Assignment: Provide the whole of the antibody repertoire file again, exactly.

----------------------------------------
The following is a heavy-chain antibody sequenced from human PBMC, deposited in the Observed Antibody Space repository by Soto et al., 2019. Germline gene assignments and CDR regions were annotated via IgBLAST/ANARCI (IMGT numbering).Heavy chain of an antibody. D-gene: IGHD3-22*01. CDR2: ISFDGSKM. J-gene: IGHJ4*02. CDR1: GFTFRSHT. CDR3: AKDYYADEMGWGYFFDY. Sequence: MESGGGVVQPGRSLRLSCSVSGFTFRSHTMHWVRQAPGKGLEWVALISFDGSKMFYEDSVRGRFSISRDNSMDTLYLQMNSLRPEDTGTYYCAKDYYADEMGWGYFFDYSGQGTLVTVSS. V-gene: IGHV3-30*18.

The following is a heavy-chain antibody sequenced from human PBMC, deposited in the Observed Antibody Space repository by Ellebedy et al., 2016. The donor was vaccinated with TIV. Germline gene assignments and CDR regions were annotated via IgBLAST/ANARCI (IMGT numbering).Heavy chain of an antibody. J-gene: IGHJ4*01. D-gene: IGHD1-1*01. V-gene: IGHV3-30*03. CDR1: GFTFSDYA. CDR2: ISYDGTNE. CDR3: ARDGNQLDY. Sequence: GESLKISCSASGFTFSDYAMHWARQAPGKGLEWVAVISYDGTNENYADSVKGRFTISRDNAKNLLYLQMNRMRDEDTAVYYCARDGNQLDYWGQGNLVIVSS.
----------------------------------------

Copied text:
The following is a heavy-chain antibody sequenced from human PBMC, deposited in the Observed Antibody Space repository by Soto et al., 2019. Germline gene assignments and CDR regions were annotated via IgBLAST/ANARCI (IMGT numbering).Heavy chain of an antibody. D-gene: IGHD3-22*01. CDR2: ISFDGSKM. J-gene: IGHJ4*02. CDR1: GFTFRSHT. CDR3: AKDYYADEMGWGYFFDY. Sequence: MESGGGVVQPGRSLRLSCSVSGFTFRSHTMHWVRQAPGKGLEWVALISFDGSKMFYEDSVRGRFSISRDNSMDTLYLQMNSLRPEDTGTYYCAKDYYADEMGWGYFFDYSGQGTLVTVSS. V-gene: IGHV3-30*18.

The following is a heavy-chain antibody sequenced from human PBMC, deposited in the Observed Antibody Space repository by Ellebedy et al., 2016. The donor was vaccinated with TIV. Germline gene assignments and CDR regions were annotated via IgBLAST/ANARCI (IMGT numbering).Heavy chain of an antibody. J-gene: IGHJ4*01. D-gene: IGHD1-1*01. V-gene: IGHV3-30*03. CDR1: GFTFSDYA. CDR2: ISYDGTNE. CDR3: ARDGNQLDY. Sequence: GESLKISCSASGFTFSDYAMHWARQAPGKGLEWVAVISYDGTNENYADSVKGRFTISRDNAKNLLYLQMNRMRDEDTAVYYCARDGNQLDYWGQGNLVIVSS.